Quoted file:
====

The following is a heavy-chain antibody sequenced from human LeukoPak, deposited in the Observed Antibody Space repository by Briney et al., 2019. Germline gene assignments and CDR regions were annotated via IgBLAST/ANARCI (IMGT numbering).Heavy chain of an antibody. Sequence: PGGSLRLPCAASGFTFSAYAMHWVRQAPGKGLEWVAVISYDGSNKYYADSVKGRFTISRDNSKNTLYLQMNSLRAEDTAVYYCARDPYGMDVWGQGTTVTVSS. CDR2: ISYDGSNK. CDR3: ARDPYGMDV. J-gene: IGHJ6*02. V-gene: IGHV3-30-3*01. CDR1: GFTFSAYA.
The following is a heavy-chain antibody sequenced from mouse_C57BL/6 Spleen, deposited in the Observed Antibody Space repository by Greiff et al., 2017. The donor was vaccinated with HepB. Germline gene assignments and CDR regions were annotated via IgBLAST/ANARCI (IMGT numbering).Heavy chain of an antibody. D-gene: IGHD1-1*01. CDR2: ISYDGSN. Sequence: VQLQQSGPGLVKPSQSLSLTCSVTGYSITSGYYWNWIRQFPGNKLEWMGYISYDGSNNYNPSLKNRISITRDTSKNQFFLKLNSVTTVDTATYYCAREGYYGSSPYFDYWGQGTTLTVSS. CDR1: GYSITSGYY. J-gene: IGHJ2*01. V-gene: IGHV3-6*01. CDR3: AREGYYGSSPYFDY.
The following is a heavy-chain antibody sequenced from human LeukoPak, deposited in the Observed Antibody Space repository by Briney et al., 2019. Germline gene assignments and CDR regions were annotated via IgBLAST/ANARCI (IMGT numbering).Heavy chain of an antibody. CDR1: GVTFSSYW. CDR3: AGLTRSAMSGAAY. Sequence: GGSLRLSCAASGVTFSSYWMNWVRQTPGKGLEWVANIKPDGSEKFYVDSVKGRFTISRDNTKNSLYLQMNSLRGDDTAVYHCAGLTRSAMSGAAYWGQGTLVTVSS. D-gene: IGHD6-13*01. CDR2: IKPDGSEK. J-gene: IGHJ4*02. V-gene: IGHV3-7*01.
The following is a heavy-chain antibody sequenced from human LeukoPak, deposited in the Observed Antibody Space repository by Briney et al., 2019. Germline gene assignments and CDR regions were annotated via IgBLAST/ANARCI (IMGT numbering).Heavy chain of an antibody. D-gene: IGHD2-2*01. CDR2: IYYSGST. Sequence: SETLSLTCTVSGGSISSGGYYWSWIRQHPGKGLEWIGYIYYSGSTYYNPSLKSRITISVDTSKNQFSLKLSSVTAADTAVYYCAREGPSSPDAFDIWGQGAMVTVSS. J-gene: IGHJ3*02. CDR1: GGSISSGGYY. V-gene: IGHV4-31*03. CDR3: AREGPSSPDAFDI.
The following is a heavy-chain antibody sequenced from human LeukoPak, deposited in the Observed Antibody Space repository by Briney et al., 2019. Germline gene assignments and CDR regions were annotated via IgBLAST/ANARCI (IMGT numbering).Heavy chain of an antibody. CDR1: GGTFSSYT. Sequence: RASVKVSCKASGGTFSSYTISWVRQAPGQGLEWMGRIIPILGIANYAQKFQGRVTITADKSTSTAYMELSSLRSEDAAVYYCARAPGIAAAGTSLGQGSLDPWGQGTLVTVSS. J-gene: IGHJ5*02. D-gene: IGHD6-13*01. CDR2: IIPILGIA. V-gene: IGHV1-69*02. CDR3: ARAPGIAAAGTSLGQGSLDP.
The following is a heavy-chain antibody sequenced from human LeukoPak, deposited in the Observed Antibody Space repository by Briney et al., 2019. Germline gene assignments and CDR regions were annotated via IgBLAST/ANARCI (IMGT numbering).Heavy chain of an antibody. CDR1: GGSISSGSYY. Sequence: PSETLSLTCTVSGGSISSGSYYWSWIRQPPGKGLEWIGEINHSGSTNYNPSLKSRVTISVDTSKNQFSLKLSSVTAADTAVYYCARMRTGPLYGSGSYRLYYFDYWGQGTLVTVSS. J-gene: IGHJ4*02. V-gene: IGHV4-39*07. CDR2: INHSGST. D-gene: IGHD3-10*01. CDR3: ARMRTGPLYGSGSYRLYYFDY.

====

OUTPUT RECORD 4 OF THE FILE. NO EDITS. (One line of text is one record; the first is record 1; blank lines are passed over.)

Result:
The following is a heavy-chain antibody sequenced from human LeukoPak, deposited in the Observed Antibody Space repository by Briney et al., 2019. Germline gene assignments and CDR regions were annotated via IgBLAST/ANARCI (IMGT numbering).Heavy chain of an antibody. D-gene: IGHD2-2*01. CDR2: IYYSGST. Sequence: SETLSLTCTVSGGSISSGGYYWSWIRQHPGKGLEWIGYIYYSGSTYYNPSLKSRITISVDTSKNQFSLKLSSVTAADTAVYYCAREGPSSPDAFDIWGQGAMVTVSS. J-gene: IGHJ3*02. CDR1: GGSISSGGYY. V-gene: IGHV4-31*03. CDR3: AREGPSSPDAFDI.